Dr. Luz Towns Miranda on Fighting Mental Health Stigma for Mothers

By Dr. Luz Towns Miranda

May 12, 2017

Every time you ‘like’ and share this post, Johnson & Johnson will donate $1 (per social action), up to $500,000, via the Global Moms Relay to help improve the health and well-being of families worldwide in support of Shot@Life, UNFPA, Girl Up, UNICEF USA and Nothing But Nets.


All new mothers need support. We used to live in tribes, but now many new moms are expected to figure motherhood alone, far from family or friends – and are forced to rely on the infinite “wisdom” of the internet, which can be, at best daunting, but at worst, dangerous. But it isn’t just about help with laundry (though that’s nice!)

Dr. Luz Towns-Miranda and her son, Lin-Manuel Miranda

A secure and healthy baby often gives mom confidence and security of her own.

As the context has changed, and there is less and less support for mothers, we have created higher expectations for what a new mother should look like, feel like, and what they should need from others. Basically, we expect them to experience the “joy” and “ease” of celebrity childbirth – without all the help. But since Brooke Shields courageously came out about her experiences, I am thankful we are seeing more and more public figures speaking out about the lows, as well as highs.

Maternal health and mental healthcare are essential for mom AND baby. It’s the classic chicken or egg scenario: A mom with a community (partner, family, friends, medical) that supports her mental health will be able to create an environment for a baby to feel secure and happy. A secure and healthy baby often gives mom confidence and security of her own.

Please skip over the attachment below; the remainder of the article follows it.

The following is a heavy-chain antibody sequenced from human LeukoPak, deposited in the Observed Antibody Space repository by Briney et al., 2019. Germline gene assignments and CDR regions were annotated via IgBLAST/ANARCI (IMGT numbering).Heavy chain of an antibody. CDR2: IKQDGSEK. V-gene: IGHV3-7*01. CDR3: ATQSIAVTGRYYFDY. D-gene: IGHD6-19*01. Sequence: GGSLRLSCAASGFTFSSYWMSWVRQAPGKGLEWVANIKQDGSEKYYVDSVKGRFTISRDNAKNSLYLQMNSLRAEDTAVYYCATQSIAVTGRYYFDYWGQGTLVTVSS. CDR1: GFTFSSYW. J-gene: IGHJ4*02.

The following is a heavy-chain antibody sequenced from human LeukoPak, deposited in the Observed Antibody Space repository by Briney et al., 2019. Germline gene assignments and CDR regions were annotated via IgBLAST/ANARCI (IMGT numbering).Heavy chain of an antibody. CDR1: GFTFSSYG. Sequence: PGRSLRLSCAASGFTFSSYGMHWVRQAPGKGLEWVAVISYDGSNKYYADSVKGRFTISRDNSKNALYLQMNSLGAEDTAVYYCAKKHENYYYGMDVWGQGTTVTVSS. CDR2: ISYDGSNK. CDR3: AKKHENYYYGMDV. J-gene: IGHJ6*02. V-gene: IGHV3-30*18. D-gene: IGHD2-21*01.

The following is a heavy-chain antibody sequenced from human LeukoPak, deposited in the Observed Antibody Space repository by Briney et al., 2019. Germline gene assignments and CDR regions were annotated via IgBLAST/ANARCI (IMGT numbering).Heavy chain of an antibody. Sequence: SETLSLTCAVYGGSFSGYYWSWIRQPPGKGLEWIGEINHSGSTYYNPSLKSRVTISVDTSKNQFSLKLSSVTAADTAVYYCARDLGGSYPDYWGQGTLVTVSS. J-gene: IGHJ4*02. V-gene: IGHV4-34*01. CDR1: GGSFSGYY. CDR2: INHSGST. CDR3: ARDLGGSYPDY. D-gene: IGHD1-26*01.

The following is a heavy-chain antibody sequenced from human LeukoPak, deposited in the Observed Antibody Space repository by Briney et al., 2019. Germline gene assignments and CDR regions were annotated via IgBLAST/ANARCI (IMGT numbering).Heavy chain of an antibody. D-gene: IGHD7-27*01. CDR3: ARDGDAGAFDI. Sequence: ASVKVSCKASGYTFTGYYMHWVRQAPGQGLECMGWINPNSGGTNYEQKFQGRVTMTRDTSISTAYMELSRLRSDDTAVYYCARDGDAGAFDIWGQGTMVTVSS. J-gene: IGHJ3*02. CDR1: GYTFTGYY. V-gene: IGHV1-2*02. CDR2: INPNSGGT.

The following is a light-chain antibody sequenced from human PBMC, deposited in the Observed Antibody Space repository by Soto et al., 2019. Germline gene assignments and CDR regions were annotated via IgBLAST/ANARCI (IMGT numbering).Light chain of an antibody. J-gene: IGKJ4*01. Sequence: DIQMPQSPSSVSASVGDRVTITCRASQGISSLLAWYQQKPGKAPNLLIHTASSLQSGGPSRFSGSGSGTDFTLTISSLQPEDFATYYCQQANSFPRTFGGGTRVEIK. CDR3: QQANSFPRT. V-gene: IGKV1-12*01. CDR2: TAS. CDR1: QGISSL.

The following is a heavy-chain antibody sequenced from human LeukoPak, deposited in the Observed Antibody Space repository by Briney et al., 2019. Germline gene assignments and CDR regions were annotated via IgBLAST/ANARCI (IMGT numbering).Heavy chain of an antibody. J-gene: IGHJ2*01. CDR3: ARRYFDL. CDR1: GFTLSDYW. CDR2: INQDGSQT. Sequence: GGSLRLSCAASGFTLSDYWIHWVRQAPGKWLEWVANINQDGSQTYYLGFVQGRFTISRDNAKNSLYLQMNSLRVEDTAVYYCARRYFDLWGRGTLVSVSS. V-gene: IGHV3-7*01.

In our family, we think of mental health like any other part of our body.

Studies have confirmed what we all knew for decades: Depressed, anxious mothers have depressed, anxious infants who then have less than optimal emotional health that hampers optimal development cognitively and emotionally. Infants learn about themselves from the facial interactions with their mother, a phenomenon called mirroring. It becomes hard to undo the impact of a mother’s depression on her infant, and it puts the infant at a severe disadvantage the longer it goes untreated.

Lin-Manuel Miranda’s graduation from Wesleyan University with sister Luz Miranda-Crespo, and parents, Dr. Luz Towns-Miranda and Luis A. Miranda, Jr.

In our family, we think of mental health like any other part of our body. You have knee pain? See an orthopedic surgeon. You have stomach issues? See a gastroenterologist. Experiencing stress or anxiety? See a mental health professional. For us, this is technical assistance, cut and dry. There is no shame or stigma – why should there be? We have all gone for “technical assistance” at some point and we are stronger for it, but not everyone has the access that we have.

I wish that every family had access to regular prenatal and postnatal mental health services – and not just when they are in crisis. Let’s catch the issue early on, before we put babies at risk.

Header photo: Dr. Luz Towns-Miranda and her children, Lin-Manuel Miranda and Luz Miranda-Crespo


You share, they give: Each time you ‘like’ or share this post via the social media icons on this post, or comment below, Johnson & Johnson will donate $1 (per social action), up to $500,000 divided equally between Shot@Life, UNFPA, Girl Up, UNICEF USA and Nothing But Nets. The Global Moms Relay was created by the United Nations Foundation and Johnson & Johnson with support from BabyCenter, Fatherly, Global Citizen and Charity Miles to help improve the lives of families around the globe. Share this post with the hashtags #GlobalMoms and #JNJ, and visit GlobalMomsRelay.org to learn more.

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